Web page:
From John Hancock
Philada Septr 24th 1776.
You will perceive by the enclosed Resolves of Congress, which I have the Honour to forward, that they have come to a Determination to augment our Army, & to engage the Troops to serve during the Continuance of the War. As an Inducement to enlist on these Terms, the Congress have agreed to give, besides a Bounty of twenty Dollars, a Hundred Acres of Land to each Soldier; and in Case he should lose his Life in Battle, they have resolved that his Children or other Representatives shall succeed to such Grant.1
It is unnecessary to repeat to you the numberless ill Consequences resulting from the limited Inlistment of Troops. The untimely Death of General Montgomery alone, independent of other Arguments, is a stricking Proof of the Danger and Impropriety of sending Troops into the Field, under any Restriction as to the Time of their Service. The noblest Enterprize may be left unfinished by Soldiers in such a Predicament, or abandoned the very Moment Success must have crowned the Attempt. Your own Experience has long since convinced you, that without a well disciplined Army we cannot rationally expect Success against veteran Troops; and that it is totally impossible we should ever have a well disciplined Army, unless our Troops are engaged to serve during the War. The Congress therefore, impressed with these, & other Reasons, and fully convinced, that our Militia is inadequate to the Duty expected of them have adopted the enclosed Resolves, which I am persuaded will afford you Pleasure, as the only Means left to defend our Country in its present critical Situation. I have wrote to all the States, and forwarded a Copy of the printed Resolves herewith transmitted, and urged them in the most pressing Language to comply in the fullest Manner with the Requisition of Congress.2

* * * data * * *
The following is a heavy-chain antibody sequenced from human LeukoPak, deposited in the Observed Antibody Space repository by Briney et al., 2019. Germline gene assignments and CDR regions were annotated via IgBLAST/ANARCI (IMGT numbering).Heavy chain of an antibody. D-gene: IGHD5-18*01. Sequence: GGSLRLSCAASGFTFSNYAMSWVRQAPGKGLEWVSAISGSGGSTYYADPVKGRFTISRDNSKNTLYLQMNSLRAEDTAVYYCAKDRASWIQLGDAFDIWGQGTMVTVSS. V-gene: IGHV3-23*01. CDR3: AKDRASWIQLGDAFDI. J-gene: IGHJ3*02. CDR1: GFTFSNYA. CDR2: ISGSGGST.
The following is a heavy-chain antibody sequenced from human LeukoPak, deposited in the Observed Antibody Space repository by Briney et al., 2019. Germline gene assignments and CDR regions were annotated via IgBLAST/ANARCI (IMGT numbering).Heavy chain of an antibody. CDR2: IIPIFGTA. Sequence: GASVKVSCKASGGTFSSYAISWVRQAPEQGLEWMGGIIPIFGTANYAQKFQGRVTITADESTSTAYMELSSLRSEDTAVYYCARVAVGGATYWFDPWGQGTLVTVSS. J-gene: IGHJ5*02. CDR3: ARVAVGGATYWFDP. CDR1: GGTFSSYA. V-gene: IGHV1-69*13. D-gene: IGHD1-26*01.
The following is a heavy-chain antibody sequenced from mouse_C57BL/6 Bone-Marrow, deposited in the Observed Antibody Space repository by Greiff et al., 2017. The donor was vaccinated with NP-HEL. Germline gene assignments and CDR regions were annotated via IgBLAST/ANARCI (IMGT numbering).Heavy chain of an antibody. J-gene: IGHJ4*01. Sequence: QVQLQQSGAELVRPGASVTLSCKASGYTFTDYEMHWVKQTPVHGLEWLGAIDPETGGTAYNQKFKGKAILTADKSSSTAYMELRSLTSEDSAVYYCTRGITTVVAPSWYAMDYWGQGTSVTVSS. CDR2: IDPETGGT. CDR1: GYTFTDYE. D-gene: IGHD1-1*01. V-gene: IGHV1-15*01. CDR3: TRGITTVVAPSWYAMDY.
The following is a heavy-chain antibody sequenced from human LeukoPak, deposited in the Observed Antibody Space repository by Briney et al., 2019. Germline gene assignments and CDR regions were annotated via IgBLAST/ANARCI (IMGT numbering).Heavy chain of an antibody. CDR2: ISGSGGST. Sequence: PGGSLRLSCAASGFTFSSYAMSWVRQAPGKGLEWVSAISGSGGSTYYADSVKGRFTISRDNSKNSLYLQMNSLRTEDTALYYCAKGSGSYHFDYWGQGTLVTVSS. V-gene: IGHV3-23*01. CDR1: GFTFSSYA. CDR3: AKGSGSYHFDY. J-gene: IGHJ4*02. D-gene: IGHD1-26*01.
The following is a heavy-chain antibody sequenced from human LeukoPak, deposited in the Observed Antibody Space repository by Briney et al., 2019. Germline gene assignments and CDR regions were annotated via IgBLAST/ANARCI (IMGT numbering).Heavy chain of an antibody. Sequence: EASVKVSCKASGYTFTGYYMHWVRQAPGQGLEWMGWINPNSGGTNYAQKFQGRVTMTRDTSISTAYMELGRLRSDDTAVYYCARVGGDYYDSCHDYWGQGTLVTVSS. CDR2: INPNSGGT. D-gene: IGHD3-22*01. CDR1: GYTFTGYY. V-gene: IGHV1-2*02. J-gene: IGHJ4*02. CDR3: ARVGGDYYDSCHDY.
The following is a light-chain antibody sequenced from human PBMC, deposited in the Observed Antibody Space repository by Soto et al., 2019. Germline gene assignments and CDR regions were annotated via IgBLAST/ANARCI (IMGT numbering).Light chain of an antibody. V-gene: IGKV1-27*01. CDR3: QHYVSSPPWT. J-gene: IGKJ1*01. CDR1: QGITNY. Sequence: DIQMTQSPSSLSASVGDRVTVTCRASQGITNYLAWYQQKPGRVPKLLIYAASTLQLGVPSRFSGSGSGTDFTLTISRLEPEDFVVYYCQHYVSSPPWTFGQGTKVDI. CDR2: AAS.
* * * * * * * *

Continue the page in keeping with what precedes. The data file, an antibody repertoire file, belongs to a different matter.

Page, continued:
As the Troops now in Service belonging to the several States will be considered as Part of their Quota in the American Army, it will be necessary to ascertain what Number of the Troops, as well as what Officers will engage to serve during the War. For this Purpose I have wrote to the States, and forwarded blank Commissions for all such Officers, and others whom they shall appoint agreeably to the enclosed Resolves.
The Articles of War as first adopted by Congress being exploded, I send you sundry Copies of those, which they have instituted in their Room.
I enclose you also sundry other Resolves, to which I beg Leave to request your Attention.3
As the Committee of Congress will confer with you on the State of the Army, to them I beg Leave to refer you, and am with every Sentiment of Esteem & Respect Sir, your most obedient and very hble Sevt
John Hancock Presidt
LS, DLC:GW; LB, DNA:PCC, item 12A.
1. Hancock enclosed copies of Congress’s several resolutions of 16, 18, 19, and 20 Sept. regarding the raising an army of eighty-eight regiments for the duration of the war (DLC:GW; see also JCC description begins Worthington Chauncey Ford et al., eds. Journals of the Continental Congress, 1774-1789. 34 vols. Washington, D.C., 1904–37. description ends , 5:762–63, 780–81, 787–88, 807, 6:1125).
2. See Hancock to the States, this date, in Smith, Letters of Delegates description begins Paul H. Smith et al., eds. Letters of Delegates to Congress, 1774–1789. 26 vols. Washington, D.C., 1976–2000. description ends , 5:228–30.
3. The enclosed handwritten copy of Congress’s resolutions of 16, 18, 19, and 20 Sept. concern various military matters, including several officer appointments, medicines for the northern army, the importance of training and discipline, a reiteration of the prohibition on holding multiple commissions, and the appointment of a committee to go to GW’s headquarters and “enquire into the state of the army, and the best means of supplying their wants” (DLC:GW; see also ibid., 5:761, 780–81, 783–85, 808). The committee, which consisted of Roger Sherman, Elbridge Gerry, and Francis Lewis, consulted with GW and his general officers on 26 and 27 Sept. (see GW to Heath, 26 Sept., and GW to Hancock, 27 Sept.).